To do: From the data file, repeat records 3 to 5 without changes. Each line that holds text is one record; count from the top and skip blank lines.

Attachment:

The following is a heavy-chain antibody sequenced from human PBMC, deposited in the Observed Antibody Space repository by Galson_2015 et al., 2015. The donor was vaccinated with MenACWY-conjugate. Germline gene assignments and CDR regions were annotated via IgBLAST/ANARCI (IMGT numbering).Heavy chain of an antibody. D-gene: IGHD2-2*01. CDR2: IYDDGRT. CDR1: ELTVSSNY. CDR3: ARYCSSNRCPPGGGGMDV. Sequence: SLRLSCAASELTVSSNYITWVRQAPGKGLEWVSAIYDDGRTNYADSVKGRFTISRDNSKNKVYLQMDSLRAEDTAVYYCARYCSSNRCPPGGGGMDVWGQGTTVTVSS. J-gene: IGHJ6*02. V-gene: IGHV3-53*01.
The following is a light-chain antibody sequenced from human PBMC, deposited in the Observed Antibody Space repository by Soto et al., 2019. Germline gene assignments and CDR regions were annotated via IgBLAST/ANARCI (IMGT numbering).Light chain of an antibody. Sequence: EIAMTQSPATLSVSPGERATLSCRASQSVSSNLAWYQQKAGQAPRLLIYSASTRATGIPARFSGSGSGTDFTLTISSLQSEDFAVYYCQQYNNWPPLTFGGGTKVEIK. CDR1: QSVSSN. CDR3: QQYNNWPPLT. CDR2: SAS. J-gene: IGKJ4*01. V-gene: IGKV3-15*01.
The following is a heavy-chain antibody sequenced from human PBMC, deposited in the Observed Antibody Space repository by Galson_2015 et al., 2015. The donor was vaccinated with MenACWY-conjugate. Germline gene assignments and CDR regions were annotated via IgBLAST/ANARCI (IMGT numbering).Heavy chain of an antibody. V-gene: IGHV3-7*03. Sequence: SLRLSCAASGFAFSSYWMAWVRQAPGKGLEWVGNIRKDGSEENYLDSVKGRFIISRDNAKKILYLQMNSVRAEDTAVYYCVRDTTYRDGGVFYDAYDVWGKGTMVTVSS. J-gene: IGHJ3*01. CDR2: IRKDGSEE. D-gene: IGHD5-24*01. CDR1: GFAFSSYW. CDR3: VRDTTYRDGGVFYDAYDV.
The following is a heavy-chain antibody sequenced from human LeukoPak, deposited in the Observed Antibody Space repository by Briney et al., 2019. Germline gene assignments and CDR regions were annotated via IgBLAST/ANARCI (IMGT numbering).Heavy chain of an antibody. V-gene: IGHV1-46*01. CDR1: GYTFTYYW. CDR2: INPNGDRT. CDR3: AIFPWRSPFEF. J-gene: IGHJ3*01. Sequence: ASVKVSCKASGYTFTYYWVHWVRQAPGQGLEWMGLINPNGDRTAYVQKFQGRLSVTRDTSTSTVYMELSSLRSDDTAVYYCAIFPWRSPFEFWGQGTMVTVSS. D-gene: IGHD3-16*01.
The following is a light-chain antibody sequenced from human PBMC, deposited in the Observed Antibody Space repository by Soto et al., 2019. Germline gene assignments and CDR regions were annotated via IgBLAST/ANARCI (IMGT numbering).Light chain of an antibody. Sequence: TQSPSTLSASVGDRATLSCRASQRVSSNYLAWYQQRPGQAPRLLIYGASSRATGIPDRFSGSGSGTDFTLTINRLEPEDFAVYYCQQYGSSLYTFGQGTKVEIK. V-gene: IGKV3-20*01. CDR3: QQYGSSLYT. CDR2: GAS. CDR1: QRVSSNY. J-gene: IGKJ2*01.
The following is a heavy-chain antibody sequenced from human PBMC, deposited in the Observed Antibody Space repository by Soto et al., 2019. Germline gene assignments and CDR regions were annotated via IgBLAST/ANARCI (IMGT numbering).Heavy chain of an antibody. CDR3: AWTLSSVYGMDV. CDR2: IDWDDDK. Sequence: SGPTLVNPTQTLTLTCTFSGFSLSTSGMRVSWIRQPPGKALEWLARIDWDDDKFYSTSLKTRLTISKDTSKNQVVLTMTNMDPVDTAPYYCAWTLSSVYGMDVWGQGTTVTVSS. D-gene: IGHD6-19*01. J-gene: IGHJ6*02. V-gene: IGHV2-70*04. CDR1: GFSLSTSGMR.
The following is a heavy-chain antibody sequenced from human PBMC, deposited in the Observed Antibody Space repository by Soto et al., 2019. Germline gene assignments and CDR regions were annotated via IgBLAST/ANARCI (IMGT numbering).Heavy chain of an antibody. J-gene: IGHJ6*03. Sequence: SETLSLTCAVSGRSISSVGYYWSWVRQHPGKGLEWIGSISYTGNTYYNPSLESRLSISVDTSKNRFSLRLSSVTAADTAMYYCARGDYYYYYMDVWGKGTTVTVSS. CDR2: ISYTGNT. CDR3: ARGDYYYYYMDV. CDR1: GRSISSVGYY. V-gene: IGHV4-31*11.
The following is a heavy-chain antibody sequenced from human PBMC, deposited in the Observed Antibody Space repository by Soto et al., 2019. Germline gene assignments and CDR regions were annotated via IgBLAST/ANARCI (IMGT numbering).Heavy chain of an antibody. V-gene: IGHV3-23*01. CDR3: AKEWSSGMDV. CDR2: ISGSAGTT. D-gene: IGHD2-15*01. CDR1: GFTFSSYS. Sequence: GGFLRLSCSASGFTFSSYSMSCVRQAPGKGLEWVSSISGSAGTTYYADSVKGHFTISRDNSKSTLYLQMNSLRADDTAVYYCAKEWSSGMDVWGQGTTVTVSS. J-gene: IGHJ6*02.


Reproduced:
The following is a heavy-chain antibody sequenced from human PBMC, deposited in the Observed Antibody Space repository by Galson_2015 et al., 2015. The donor was vaccinated with MenACWY-conjugate. Germline gene assignments and CDR regions were annotated via IgBLAST/ANARCI (IMGT numbering).Heavy chain of an antibody. V-gene: IGHV3-7*03. Sequence: SLRLSCAASGFAFSSYWMAWVRQAPGKGLEWVGNIRKDGSEENYLDSVKGRFIISRDNAKKILYLQMNSVRAEDTAVYYCVRDTTYRDGGVFYDAYDVWGKGTMVTVSS. J-gene: IGHJ3*01. CDR2: IRKDGSEE. D-gene: IGHD5-24*01. CDR1: GFAFSSYW. CDR3: VRDTTYRDGGVFYDAYDV.
The following is a heavy-chain antibody sequenced from human LeukoPak, deposited in the Observed Antibody Space repository by Briney et al., 2019. Germline gene assignments and CDR regions were annotated via IgBLAST/ANARCI (IMGT numbering).Heavy chain of an antibody. V-gene: IGHV1-46*01. CDR1: GYTFTYYW. CDR2: INPNGDRT. CDR3: AIFPWRSPFEF. J-gene: IGHJ3*01. Sequence: ASVKVSCKASGYTFTYYWVHWVRQAPGQGLEWMGLINPNGDRTAYVQKFQGRLSVTRDTSTSTVYMELSSLRSDDTAVYYCAIFPWRSPFEFWGQGTMVTVSS. D-gene: IGHD3-16*01.
The following is a light-chain antibody sequenced from human PBMC, deposited in the Observed Antibody Space repository by Soto et al., 2019. Germline gene assignments and CDR regions were annotated via IgBLAST/ANARCI (IMGT numbering).Light chain of an antibody. Sequence: TQSPSTLSASVGDRATLSCRASQRVSSNYLAWYQQRPGQAPRLLIYGASSRATGIPDRFSGSGSGTDFTLTINRLEPEDFAVYYCQQYGSSLYTFGQGTKVEIK. V-gene: IGKV3-20*01. CDR3: QQYGSSLYT. CDR2: GAS. CDR1: QRVSSNY. J-gene: IGKJ2*01.